Brotherhood: Pattern in Nature

Sarah Belle Dougherty

Brotherhood is generally accepted as a noble sentiment, a grand ideal, but personal and international events show how frequently it is disregarded. Our egocentricity and sense of separateness often blind us to the fact that the universe is a webwork of mutual dependence and reciprocal relationships, and that brotherhood is inherent in this reality.

Certainly the brotherhood of man is obvious from a global perspective. Looking at the planet as a whole, our individual differences shrink to almost nothing, and humanity emerges with its common interests, responsibilities, and destiny. In this context our unbrotherly actions stand out as unnatural — not only those directed toward members of mankind, but also those affecting our "little brothers," the other life forms that make up Mother Earth. Modern scientific research is making us more and more aware of ourselves as part of a delicately balanced, living system which cannot be altered to suit our convenience without effects ranging from minor to catastrophic for ourselves and our environment. On the material level the earth itself is forcing us to reexamine the basis of our actions toward our surroundings and to either respect the intrinsic interdependence of each with all or suffer increasingly severe consequences.

In spheres other than the physical it is equally true that "no man is an island." Our thoughts and emotions have a profound effect on those around us, and most of the meaning in our lives comes from direct interactions with others. Going beyond this, even unvoiced thoughts and feelings are not confined within us, but are real energies. In fact, the psychological impact of each of us on the rest of mankind is much more pervasive and influential than our physical impact. We unconsciously affect many people we never meet who are open to the psychological currents that we are sending, and we in turn are affected by others. We live bathed in this intangible atmosphere, giving and taking, and by our contributions color by so much the consciousness field of the entire human race.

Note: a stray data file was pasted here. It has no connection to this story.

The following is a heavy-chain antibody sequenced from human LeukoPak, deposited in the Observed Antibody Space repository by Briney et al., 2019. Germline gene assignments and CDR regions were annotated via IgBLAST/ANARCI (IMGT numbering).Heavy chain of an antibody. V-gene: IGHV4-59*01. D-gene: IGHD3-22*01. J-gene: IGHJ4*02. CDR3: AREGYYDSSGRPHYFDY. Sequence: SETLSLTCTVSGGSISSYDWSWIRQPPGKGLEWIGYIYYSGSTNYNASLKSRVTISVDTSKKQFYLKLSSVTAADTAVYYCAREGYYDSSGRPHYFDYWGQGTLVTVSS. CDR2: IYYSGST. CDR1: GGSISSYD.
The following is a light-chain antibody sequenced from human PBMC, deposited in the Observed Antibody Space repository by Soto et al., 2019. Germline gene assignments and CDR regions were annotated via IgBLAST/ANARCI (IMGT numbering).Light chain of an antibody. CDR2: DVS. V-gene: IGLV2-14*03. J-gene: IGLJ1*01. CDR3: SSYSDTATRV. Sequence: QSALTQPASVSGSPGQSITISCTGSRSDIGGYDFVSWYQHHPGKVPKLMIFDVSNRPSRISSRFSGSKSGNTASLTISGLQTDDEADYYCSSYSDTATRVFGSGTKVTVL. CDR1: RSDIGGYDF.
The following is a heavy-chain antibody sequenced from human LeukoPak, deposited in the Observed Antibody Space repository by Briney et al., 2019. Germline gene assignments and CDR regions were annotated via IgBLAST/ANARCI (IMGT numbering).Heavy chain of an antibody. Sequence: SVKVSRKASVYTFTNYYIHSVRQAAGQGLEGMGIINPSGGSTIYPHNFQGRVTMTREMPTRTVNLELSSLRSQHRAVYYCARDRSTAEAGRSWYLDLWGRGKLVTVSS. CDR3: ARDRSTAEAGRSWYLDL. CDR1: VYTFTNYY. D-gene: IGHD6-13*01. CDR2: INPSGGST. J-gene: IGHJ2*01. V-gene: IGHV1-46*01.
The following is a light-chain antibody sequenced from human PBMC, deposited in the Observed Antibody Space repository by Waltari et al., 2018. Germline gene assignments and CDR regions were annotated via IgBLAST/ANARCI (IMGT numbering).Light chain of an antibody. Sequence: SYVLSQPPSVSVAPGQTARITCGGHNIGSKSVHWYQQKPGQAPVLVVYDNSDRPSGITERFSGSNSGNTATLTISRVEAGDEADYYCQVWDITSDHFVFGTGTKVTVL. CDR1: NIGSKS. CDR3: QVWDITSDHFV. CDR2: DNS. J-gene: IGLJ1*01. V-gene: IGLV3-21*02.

Spiritually, our relationship to each other is still more intimate. In the theosophical philosophy, the inmost aspect of each living being originates from and is part of the same divine source. This makes us, not merely closely related, but actually identical in essence with our fellowmen, the universe, and the countless lives that compose it. This perception of unity lies at the heart of the mystic path, which culminates in the conscious experiencing of oneness with our divine source. Mystics and sages are those who succeed to a limited extent; those who achieve a fuller union have become Buddhas and Christs. This is the destiny that awaits us all as human beings, once we learn to live in accordance with the inner patterns of the universe.

What a different world it would be could we but act with nature instead of against it. A moment-to-moment awareness of our oneness with other human beings would prevent much of the misery that feeds on self-centeredness, exploitation, violence, neglect, and bigotry. While we can find many ways of reaching this goal and helping to relieve human suffering, individually and through organizations, our greatest opportunities and responsibilities lie in transforming our own lives. In this light Jesus's injunctions to "love one another" and "love your neighbor as yourself" are not utopian, but rather the most practical remedy for the problems that plague mankind.

The difficulty, of course, is to let go of the self-limiting habits of thought and feeling which so often determine our behavior, and instead to draw upon those deeper currents that flow from and to the divine being within us. Such a task requires sustained effort, and we are bound to make mistakes and sometimes even seem to go backwards despite all we do. Yet if we continue to try, and are willing to examine our actions and reactions constructively, in time our lives will reflect our highest aspirations to an ever greater extent. For it is by acting upon our heartfelt convictions that we will eventually awaken in our everyday mind and feelings the direct awareness of universal brotherhood, and so harmonize the more superficial portions of our consciousness with the inner seer who is already in tune with the oneness of mankind and of all nature.

(From Sunrise magazine, April/May 1984. Copyright © 1984 by Theosophical University Press)

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